The Bluest Eye is a complex, twentieth-century narrative exploring, in part, how perceptions of beauty determine an individual's sense of self-worth and capacity for self-love. Morrison, as events unfold in the life of the novel’s protagonist, Pecola Breedlove, demonstrates that social constructs around beauty disempower and corrupt individuals, especially those who live on the margins of society. Each of the novel’s major conflicts, products of race and class, is interwoven with Pecola’s internal conflict, her unmet desire to be loved by her parents, her friends, her community, and even herself.

The characters around Pecola, as their backstories illustrate, are trapped in their own tragic conflicts. They are products of their own histories, and are, therefore, unable to understand, love, or support Pecola. Like her, they are aware that beauty and attention, according to magazines, newspapers, and window signs, require being "blue-eyed, yellow-haired, [and] pink-skinned." That understanding, which defines personal value, creates each of the conflicts that permeate the lives of the novel’s central characters. They are, by virtue of race and social status, made to feel "ugly," and this self-perception leads to self-hatred and, often, abuse.

Pecola first becomes truly aware of this harsh reality when she goes to the store to buy candy, the plot’s inciting incident. The store’s owner is rude and treats her as if she is not only invisible but untouchable. The owner is white and a respected member of the community, so his rejection confirms what Pecola has just begun to realize: the social construct defining beauty also establishes personal value, deeming blond, blue-eyed, and white girls pretty and worthy, while dark-skinned girls like her are deemed ugly and worthless.

As the narrative’s rising action accelerates toward the eventual climax, Pecola’s feelings of rejection and isolation grow. Her sense of self-worth declines as events reinforce her mistaken idea that appearance defines her value. She understands that Maureen, a lighter-skinned Black girl from a wealthy family, is loved for her appearance. Not only do the boys in the neighborhood share a common crush on Maureen, but even the girls think she is beautiful. Pecola receives a similar message from her own mother. When she burns herself on a cobbler, rather than comforting her, her mother comforts the little white girl, her employer's child. For Pecola, each of these events serves to confirm her feelings that she does not merit affection.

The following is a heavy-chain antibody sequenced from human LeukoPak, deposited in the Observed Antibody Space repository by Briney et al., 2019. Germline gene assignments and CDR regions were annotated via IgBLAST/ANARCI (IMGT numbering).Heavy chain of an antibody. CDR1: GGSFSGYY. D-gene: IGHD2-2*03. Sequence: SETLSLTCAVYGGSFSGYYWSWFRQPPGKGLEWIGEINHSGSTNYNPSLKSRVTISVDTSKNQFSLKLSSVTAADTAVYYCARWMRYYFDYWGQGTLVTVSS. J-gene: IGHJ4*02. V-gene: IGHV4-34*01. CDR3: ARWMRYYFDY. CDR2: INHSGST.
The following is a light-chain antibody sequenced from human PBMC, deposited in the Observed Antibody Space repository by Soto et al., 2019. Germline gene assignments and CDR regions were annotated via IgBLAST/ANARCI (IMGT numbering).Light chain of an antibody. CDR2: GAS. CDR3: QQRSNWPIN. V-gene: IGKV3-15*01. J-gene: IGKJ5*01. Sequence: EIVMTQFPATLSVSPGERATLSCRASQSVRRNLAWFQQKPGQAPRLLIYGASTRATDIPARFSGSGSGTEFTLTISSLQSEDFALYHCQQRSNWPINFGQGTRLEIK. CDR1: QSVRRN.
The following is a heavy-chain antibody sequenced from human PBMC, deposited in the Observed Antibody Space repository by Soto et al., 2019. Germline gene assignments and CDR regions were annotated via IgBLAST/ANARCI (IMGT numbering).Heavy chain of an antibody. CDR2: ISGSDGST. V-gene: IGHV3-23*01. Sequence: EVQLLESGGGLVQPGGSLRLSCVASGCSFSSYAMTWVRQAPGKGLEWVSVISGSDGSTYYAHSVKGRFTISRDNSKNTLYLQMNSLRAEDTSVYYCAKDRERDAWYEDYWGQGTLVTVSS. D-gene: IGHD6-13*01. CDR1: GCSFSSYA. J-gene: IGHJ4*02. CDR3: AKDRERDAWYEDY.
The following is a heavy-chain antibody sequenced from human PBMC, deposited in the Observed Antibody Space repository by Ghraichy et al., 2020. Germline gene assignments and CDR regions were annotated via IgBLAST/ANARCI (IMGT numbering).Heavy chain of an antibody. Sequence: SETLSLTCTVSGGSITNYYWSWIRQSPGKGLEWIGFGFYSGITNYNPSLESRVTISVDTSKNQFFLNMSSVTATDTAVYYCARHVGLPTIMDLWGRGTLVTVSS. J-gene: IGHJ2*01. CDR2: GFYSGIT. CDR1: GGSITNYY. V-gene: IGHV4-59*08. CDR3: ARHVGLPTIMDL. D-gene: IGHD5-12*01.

In the novel's climax, Pecola’s father, Cholly, a product of his own past, rapes her and impregnates her. His drunken rage, rooted in feelings similar to those of Pecola about herself, is an expression of his own self-hatred, feelings associated with his mother’s abandonment and his humiliation at the hands of white men. Although he may, in some way, love his wife and daughter, his behavior only serves to reinforce Pecola’s self-perception. She cannot find love, nor does she feel that she deserves it.

In the aftermath of Pecola’s rape, events in the novel’s falling action drive her even further into isolation and feelings of lovelessness. Her mother beats her when she discovers what Cholly has done, and, driven to desperation to become "beautiful" and worthy of affection, Pecola, in an event foreshadowing the conclusion, begins a break from reason altogether. She visits Soaphead Church, a disreputable preacher, and begs him to give her blue eyes. Pregnant and subject to the community’s condemnation, she is left even more isolated and alone.

Pecola’s conflict, in the novel’s disturbing resolution, ends as she descends into madness. Symbolically, she receives her blue eyes; she can no longer perceive the reality that led to her descent. As she embraces the only intimacy she can find, an imaginary friend, she says that others envy her blue eyes, leading them to ostracize her. Claudia, the narrator, concludes that  Pecola's “ugliness” allows others to look better, a claim that maintains the destructive perception of beauty, fed by racial and social prejudice, that has led to Pecola’s downfall in the first place. The world remains as it had been at the novel’s outset, although Pecola, in a tragic sense, has been freed.